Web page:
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The Neural Organization of Perception in Chess Experts

A man is playing chess with a glass of wine and is having a video call with one of his friends. iStock-1217191717

Neuroscience Letters

Daniel C. Krawczyk, Amy L. Boggan, M. Michelle McClelland and James Bartlett

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Overview

The human visual system responds to expertise. Findings from studies exploring the neural basis of expertise have suggested regions of the brain that process faces also process other objects of expertise, like chess players process the components of a chess board. In this study, Dr. Krawczyk and researchers utilized fMRI to explore whether chess and face processing overlap in measured brain activity. To test their hypothesis, researchers recruited twelve healthy males, half chess experts and the other half novices. Researchers found that both novices and experts exhibited face-selective areas, but these regions did not show selectivity to chess configurations relative to other stimuli. Expert chess players did demonstrate greater activation in areas of the brain associated with expertise, but these areas are separate from the face-selective region. Overall, results suggest that expert visual processing may be similar at the level of recognition but not necessarily demonstrate the same neural regions.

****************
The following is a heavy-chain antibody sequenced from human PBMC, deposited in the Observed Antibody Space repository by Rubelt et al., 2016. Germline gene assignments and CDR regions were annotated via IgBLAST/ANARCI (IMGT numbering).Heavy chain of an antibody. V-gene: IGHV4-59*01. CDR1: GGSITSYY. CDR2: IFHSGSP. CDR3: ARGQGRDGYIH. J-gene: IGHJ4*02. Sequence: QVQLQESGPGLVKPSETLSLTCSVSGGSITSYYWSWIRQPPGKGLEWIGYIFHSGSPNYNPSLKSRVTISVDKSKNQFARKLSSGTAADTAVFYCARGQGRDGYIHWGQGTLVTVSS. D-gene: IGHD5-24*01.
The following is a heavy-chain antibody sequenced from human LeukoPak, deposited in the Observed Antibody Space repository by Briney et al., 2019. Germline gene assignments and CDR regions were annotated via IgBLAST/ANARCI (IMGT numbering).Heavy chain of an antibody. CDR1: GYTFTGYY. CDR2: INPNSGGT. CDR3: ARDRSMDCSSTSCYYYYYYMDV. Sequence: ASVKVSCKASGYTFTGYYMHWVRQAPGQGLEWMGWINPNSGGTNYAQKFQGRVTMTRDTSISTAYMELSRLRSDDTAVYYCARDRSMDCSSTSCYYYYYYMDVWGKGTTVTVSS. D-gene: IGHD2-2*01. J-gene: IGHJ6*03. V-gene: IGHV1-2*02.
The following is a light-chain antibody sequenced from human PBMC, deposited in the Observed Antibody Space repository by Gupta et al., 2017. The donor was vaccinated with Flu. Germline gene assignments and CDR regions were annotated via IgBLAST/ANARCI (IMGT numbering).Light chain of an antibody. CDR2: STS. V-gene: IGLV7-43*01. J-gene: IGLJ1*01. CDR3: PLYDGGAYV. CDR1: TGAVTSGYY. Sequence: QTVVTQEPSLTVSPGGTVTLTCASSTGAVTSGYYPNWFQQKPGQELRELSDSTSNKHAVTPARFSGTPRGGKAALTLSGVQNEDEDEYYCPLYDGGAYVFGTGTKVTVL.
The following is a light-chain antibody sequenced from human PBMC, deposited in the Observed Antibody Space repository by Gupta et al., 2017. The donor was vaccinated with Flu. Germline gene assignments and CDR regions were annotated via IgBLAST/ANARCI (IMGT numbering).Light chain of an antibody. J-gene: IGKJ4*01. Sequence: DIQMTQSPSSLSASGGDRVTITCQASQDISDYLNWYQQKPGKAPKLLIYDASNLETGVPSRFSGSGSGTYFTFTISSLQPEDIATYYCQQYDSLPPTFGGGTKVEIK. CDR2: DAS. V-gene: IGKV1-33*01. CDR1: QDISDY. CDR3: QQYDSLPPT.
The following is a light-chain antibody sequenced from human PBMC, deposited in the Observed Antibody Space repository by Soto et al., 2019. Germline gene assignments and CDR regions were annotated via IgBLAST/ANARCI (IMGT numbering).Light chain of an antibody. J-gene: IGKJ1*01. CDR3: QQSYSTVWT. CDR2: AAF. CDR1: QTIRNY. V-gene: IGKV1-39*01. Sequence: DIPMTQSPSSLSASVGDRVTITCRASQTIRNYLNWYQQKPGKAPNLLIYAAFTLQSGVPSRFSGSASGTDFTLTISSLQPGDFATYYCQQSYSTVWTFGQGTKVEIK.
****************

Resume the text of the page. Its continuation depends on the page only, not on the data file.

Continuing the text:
(A) Examples of each category shown in the experimental task. Conditions included blocks of chess, random chess, faces, outdoor scenes, and objects. (B) Regions of significant difference within the experts over the novices on the chess > random chess contrast. (C) Regions significantly greater for novices over experts on the chess minus random chess contrast.

(A) Examples of each category shown in the experimental task. Conditions included blocks of chess, random chess, faces, outdoor scenes, and objects. (B) Regions of significant difference within the experts over the novices on the chess > random chess contrast. (C) Regions significantly greater for novices over experts on the chess minus random chess contrast.

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Daniel Krawczyk, PhD

Deputy Director of Research Debbie and Jim Francis Chair and Professor, School of Behavioral and Brain Sciences


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